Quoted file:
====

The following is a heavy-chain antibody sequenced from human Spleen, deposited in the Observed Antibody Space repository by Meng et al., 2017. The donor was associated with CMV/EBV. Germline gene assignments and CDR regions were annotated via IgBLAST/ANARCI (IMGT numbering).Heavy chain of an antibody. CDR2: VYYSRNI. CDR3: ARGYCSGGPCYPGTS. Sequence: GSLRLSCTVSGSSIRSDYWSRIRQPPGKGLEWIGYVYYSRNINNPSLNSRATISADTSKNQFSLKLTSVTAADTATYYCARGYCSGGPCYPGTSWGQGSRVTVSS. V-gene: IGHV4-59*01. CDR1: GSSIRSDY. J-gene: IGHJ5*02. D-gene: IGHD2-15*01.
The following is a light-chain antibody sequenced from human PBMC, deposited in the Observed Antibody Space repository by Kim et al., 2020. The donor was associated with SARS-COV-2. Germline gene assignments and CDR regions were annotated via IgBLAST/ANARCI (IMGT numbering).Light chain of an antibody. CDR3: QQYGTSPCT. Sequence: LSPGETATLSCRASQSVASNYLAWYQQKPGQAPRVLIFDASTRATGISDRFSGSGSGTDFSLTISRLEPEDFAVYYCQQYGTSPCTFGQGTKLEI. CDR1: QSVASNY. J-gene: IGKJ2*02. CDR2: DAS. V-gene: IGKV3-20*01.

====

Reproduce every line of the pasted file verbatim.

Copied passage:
The following is a heavy-chain antibody sequenced from human Spleen, deposited in the Observed Antibody Space repository by Meng et al., 2017. The donor was associated with CMV/EBV. Germline gene assignments and CDR regions were annotated via IgBLAST/ANARCI (IMGT numbering).Heavy chain of an antibody. CDR2: VYYSRNI. CDR3: ARGYCSGGPCYPGTS. Sequence: GSLRLSCTVSGSSIRSDYWSRIRQPPGKGLEWIGYVYYSRNINNPSLNSRATISADTSKNQFSLKLTSVTAADTATYYCARGYCSGGPCYPGTSWGQGSRVTVSS. V-gene: IGHV4-59*01. CDR1: GSSIRSDY. J-gene: IGHJ5*02. D-gene: IGHD2-15*01.
The following is a light-chain antibody sequenced from human PBMC, deposited in the Observed Antibody Space repository by Kim et al., 2020. The donor was associated with SARS-COV-2. Germline gene assignments and CDR regions were annotated via IgBLAST/ANARCI (IMGT numbering).Light chain of an antibody. CDR3: QQYGTSPCT. Sequence: LSPGETATLSCRASQSVASNYLAWYQQKPGQAPRVLIFDASTRATGISDRFSGSGSGTDFSLTISRLEPEDFAVYYCQQYGTSPCTFGQGTKLEI. CDR1: QSVASNY. J-gene: IGKJ2*02. CDR2: DAS. V-gene: IGKV3-20*01.